Notable Books We Read in 2018
Just in time for your holiday shopping, our annual baker's dozen of the best books we read in 2018. As always, it's the year we read them, not the year they were published. This year includes some very juicy oldies. Here they are, in no particular order:
by Stuart E. Eizenstat
If you are a student of American history, here is one of the finest biographies of a U.S. presidency we have encountered, and an indispensable volume for understanding the 1970s. Under Carter, the Democrats had their greatest post-war majority in Congress. And squandered it.
Villa and Zapata: A History of the Mexican Revolution
by Frank McLynn
Speaking of myth, few suffer from it more than the two great figures of the Mexican Revolution, Pancho Villa and Emiliano Zapata. They barely knew each other, only met once, and in large measure the changes they both fought for never came to pass. But the Mexico of today is still rooted in this revolution, and this book provides a deeper understanding.
The Chemistry Between Us
by Larry Young, PhD. and Brian Alexander
What is love? This book delves into the nature and chemistry of love, whether romantic or familial. It's all here: parent-child bonding, cheating, infatuation, and lust, to mention a few.
A Nation of Deadbeats
by Scott Reynolds Nelson
It was railroad interests that weighed in heavily to aid Abraham Lincoln's ascent to the presidency -- and to link together the vast new country. But those same railroads time and time again brought financial crisis. Scott Reynolds Nelson covers the long history of U.S. financial calamities, from William Duer in 1792 to those in our more recent past.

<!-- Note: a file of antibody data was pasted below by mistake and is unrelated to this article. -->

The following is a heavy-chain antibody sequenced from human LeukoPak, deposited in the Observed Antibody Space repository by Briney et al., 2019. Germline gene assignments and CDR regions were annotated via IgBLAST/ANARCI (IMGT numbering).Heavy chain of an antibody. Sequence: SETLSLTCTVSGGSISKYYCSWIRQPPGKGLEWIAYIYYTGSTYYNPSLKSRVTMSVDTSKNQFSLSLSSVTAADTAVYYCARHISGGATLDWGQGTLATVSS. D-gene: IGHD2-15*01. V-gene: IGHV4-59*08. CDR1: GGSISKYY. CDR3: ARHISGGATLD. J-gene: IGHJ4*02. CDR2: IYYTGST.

1966: The Year the Decade Exploded
by Jon Savage
I'm showing my age, but 1966 seemed like a pretty revolutionary year to me at the time, and this book brings it all back. The Monkees as a manufactured substitute for an already world-weary Beatles? Timothy Leary proclaiming a world in which still-legal LSD would be administered to infants once a week? Chock full of surprises.
Every Frenchman Has One
by Olivia deHavilland
Olivia de Havilland endeared us in Gone With the Wind, and did so again in this short and effortlessly witty book. Her discourse on the Bosom is timeless.
by Ron Chernow
An early work of Ron Chernow, since famous for his biographies of Alexander Hamilton and Ulysses S. Grant. The Warburgs were as prominent as the Rothschilds in German banking circles, and often as impactful internationally. They dominated the trading center of Hamburg. Reading about their valiant, painful missteps in the two World Wars is gripping and instructive.
Thank you to everyone who made purchases through our affiliate links this year. All commissions are donated to children's literary projects.